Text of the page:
STEVE Clarke’s revelation last week that he has held positive dialogue with players who had not been involved in the Scotland set-up under his predecessor Alex McLeish was hailed by many as a hugely positive development for the national team.

But will individuals who had previously announced their retirement from international football or had declined to be selected for a variety of spurious reasons returning to the fold in future really help to revive the Euro 2020 qualifying bid?

Could their involvement in future possibly even do more harm to the national team’s bid to reach a major tournament finals for the first time since France ’98 than good?

Clarke declined to specify who he had spoken to as he announced a decidedly understrength 27-man squad for the Group I double header against Cyprus and Belgium. It is, though, not especially difficult to work out who he had contacted after being appointed amid widespread rejoicing last month.

Tom Cairney, the Fulham midfielder who had been tipped to switch allegiances to England earlier this season, and David Marshall, the Hull City goalkeeper who has been linked with a summer move to newly-crowned Champions League winners Liverpool, were both recalled so they were obviously two of them.

Elsewhere, James McArthur, Matt Ritchie and Robert Snodgrass will almost certainly have received calls from Clarke. So, too, will Steven Fletcher even though he is being allowed to sit out the forthcoming fixtures at the end of a long hard campaign. Barry Bannan, who has been overlooked on this occasion, may also have been treated to a quick chinwag.

Liam Cooper, the Leeds United centre half and captain whose repeated omission from the Scotland set-up has been puzzling given that he is playing regularly and consistently well in the Championship in England, was certainly spoken to and would have been involved had he not been injured.

Could James Morrison, who was never selected by McLeish, even have been contacted? The West Brom midfielder’s abilities are well known to the new man at the helm having worked with him at The Hawthorns. Nothing should be ruled out.

Clarke, the former Newcastle, Chelsea, Liverpool and Aston Villa assistant and West Brom and Reading manager, has detected an ill-feeling among the older members of the set-up about being marginalised by McLeish after speaking to many of the no-shows. He seems intent on healing any festering wounds.

“Some of the more senior ones felt after the (Russia 2018) qualifying campaign under Gordon (Strachan) they’d been pushed aside a wee bit,” he said. “That’s something we can work on. Hopefully in the next 10 days, I’ll come out with a better understanding of what might have been the issues that caused the last camp to be quite negative.”

Many members of the Tartan Army would welcome the involvement of McArthur, Ritchie and Snodgrass, three players who ply their trade in the Premier League for Crystal Palace, Newcastle United and West Ham respectively and have vast experience, going forward.

There is, however, much to be said for giving young, fully fit and hungry players their opportunity. Returning to the tried and tested at this stage could prove to be a retrograde step.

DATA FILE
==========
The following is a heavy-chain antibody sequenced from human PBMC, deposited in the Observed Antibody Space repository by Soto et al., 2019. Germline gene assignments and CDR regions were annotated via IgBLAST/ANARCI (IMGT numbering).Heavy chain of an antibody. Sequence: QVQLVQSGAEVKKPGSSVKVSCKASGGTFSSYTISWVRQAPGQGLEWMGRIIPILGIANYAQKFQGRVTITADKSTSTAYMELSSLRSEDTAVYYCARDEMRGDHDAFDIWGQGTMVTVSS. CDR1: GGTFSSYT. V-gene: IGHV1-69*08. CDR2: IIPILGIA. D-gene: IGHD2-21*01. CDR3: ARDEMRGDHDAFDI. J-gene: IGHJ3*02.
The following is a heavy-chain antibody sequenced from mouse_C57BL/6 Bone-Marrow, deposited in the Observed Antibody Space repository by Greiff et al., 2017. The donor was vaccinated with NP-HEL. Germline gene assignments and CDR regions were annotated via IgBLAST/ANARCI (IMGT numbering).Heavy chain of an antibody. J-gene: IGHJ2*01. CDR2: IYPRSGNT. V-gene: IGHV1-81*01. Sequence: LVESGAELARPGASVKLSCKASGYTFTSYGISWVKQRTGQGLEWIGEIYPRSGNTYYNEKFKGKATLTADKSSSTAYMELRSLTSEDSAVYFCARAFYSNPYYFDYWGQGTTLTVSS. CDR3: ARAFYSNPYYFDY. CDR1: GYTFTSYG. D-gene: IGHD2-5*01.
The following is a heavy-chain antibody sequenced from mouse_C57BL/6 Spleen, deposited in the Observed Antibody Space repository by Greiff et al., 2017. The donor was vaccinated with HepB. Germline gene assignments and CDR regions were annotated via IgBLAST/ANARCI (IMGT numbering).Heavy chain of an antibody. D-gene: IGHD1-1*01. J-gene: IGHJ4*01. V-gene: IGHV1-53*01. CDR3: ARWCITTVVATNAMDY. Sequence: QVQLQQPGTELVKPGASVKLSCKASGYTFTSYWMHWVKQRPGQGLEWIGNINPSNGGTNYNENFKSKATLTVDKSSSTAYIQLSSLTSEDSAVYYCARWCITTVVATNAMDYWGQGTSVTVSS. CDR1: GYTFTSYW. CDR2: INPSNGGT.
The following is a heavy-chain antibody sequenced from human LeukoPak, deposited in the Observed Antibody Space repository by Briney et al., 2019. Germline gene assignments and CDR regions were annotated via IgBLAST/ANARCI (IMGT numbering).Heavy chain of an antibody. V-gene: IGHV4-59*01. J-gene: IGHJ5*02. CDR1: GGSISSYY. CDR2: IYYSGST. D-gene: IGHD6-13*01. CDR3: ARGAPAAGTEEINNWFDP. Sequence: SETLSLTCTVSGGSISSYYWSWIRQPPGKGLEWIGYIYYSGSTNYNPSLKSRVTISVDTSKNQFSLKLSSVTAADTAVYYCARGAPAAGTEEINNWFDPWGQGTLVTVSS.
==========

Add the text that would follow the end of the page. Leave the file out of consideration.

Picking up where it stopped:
McLeish suffered some disappointing results and heavy defeats after taking over from his former Aberdeen and Scotland team mate Strachan as he attempted to faze out the old guard and blood up-and-coming hopefuls. But it is undeniable that Scott Bain, David Bates, Ryan Christie, Ryan Fraser, Callum McGregor, Scott McKenna, Scott McTominay and John Souttar all came to the fore on his watch.

The commitment of Ritchie, who qualifies to play for this country because his father was born here, has to be questioned. There were doubts about whether his heart was really in it long before McLeish took over. His performances, too, were often wanting. Yes, there was that stunning strike against Poland in a Euro 2016 qualifier at Hampden. But that apart it is hard to be especially effusive about his past contribution.

Snodgrass is another curious case. He has been a sensational performer in the dark blue of his homeland in the past and has scored some important goals. He would, if fit and focused, be a potent weapon in the final third. But, at 31, does he still have the desire? Does he have the legs to juggle club and country commitments? Would he really be content to come away and warm the bench?

Then there is McArthur. He announced in October that he had to focus on playing for Palace in order to prolong his career at the highest level due to a back problem. If he goes back on that decision now what exactly are we to believe?

No, it is time to move on. My own Scotland starting XI would, with everyone fit and available, comprise Bain, Kieran Tierney, Souttar, Charlie Mulgrew, Andy Robertson, John McGinn, Stuart Armstrong, James Forrest, McGregor, Ryan Fraser and Leigh Griffiths.

Bates, Oliver Burke, Cairney, John Fleck, Fletcher, Ryan Jack, Marshall, Kenny McLean, Oliver McBurnie, McKenna, Marc McNulty, McTominay, Steven Naismith, Stephen O’Donnell and Johnny Russell would provide more than adequate back-up.

What exactly is the need to beg ageing players who have turned their backs on their nation to come back in and try and recapture former glories with those professionals so keen to feature?

Were any of them successful getting Scotland to a European Championship or World Cup before?